In the first two rounds of soffit-to-ridge vent Wingnut testing (see Round 1 and Round 2 ), I used a simple and small easel test rig to simulate what happens in real cathedral roof assemblies that have soffit-to-ridge venting. At the end of each of those rounds, it seemed pretty clear that we needed to see how real roofs perform. In this post, I am reporting on the first Wingnut testing on real roof assemblies on four northeastern homes (all with more than one roof pitch).
How I tested
Here is a look at the procedure I followed for this round of Wingnut testing of ventilation effectiveness in cathedral roof assemblies:
- Shoot for a sunny day with as little wind as possible.
- Measure and record:
- Roof slope
- Depth of ventilation channel
- Roof surface temperature
- Air temperature and relative humidity
- Time of day
- Rig a theatrical fogger to send fog into the soffit vents.
- Access or have visibility to the ridge.
- Time how long it takes for the fog to move from soffit and come out at the ridge.
- Check to see if fog comes out anywhere other than the ridge.
- Repeat for all roof slopes available.
The test homes
Dwight Holmes Construction, Marlboro, Vt:
SEON member’s home in Northwestern Massachusetts:
My buddy Steve Baczek’s home in Reading, Ma:
Architect Jon Sacc0ccio’s home in Brattleboro, Vt:
Field Test Results
The table below summarizes the test results from each home:
Now, here are the highlights from each of the tests. I know, there are 14 videos to view, each a couple of minutes or so in length. You obviously don’t have to watch them all.
Marlboro, VT: 12:12 NE roof slope. Strong vent flow from soffit to ridge. John Hunt of Holmes Construction reported some fog coming down and out the soffit on the opposite side of the roof:
Marlboro, VT: 12:12 SW roof slope on the opposite and cooler side of the same roof. There was no soffit-to-ridge flow with what seemed like back-pressure pushing the fog out of the soffit instead:
Marlboro, VT: With the 5:12 SW dormer being more strongly heated by the rising sun, slower but solid soffit to ridge flow shown here:
NW MA: Strong vent flow on 9:12 east roof slope:
NW MA: Even stronger vent flow on much warmer 9:12 west roof slope:
NW MA: Back to the 9:12 east roof slope testing the truncated vent chutes at the skylight—good flow around skylight because of the furring strips held down to allow flow:
NW MA: 9:12 west roof slope testing around lower skylight. Good flow:
NW MA: West 4:12 roof pitch connecting to 9:12 roof pitch in the shade shows weaker flow:
Reading, MA: 3:12 SE roof pitch with really hot roof surface temperature shows weak flow:
Reading, MA: SE 8:12 roof pitch has strong flow with really warm roof temperature:
Brattleboro, VT: You’ll see in the next four videos how gusty wind and small triangular attic spaces complicate testing this cathedral roof assembly clad with metal roofing:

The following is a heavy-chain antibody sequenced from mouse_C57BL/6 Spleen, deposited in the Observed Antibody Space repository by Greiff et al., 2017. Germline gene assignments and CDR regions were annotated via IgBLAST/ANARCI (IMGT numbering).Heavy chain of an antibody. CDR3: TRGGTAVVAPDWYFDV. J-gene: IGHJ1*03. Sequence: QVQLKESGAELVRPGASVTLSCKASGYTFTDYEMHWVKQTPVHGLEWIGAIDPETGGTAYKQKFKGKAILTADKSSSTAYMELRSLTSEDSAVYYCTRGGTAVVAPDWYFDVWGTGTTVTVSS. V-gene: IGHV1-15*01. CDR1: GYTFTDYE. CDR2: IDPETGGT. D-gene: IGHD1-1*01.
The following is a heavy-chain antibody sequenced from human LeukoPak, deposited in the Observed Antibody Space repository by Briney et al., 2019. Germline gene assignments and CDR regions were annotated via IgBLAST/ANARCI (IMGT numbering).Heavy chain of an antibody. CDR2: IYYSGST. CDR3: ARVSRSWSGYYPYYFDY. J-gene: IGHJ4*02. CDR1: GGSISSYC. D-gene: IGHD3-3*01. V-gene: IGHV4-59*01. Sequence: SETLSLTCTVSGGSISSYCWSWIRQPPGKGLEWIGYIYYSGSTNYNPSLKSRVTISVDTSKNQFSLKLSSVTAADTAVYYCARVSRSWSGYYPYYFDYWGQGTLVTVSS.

Variables and conclusions
There were lots of variables in the field testing. In only four locations, we were able to test differences in:
- Ridge vent type
- Soffit vent type
- Roof pitch
- Run length
- Vent depth
This makes it a bit harder to draw conclusions than with the Wingnut demo rig used in the first two rounds of testing. Having said that, here are some thoughts:
- Roof pitch and roof temperature seem to be the dominant drivers, supporting stack effect as a very effective driving force for this type of roof ventilation.
- Holding back furring strips so that truncated vent chutes around skylights communicate with neighboring full-length soffit-to-ridge vent chutes seems to work well.
- Even in roofs with long runs, conditions can support backwards air flow from ridge to soffit.
- Vent chute depth does not appear to be as dominant a factor as roof pitch and temperature.
- Even mild wind can easily complicate or overcome stack effect as a driving force.
- This type of testing can identify cathedral ceiling air leaks (this happened on one of the test homes) so make sure you have access to the home’s interior and best to disable top-floor smoke alarms before testing.
I want to test more cathedral roofs and in colder conditions. I also am very interested in testing hip and valley cathedral roofs where roof furring strips have been configured to allow truncated vent chutes to communicate with adjacent full chutes.
What Wingnut field testing would you like to see?
-Peter Yost is GBA’s technical director. He is also the founder of a consulting company in Brattleboro, Vermont, called Building-Wright. He routinely consults on the design and construction of both new homes and retrofit projects. He has been building, researching, teaching, writing, and consulting on high-performance homes for more than twenty years, and he’s been recognized as NAHB Educator of the Year. Do you have a building science puzzle? Contact Pete here. Photos and videos courtesy of the author.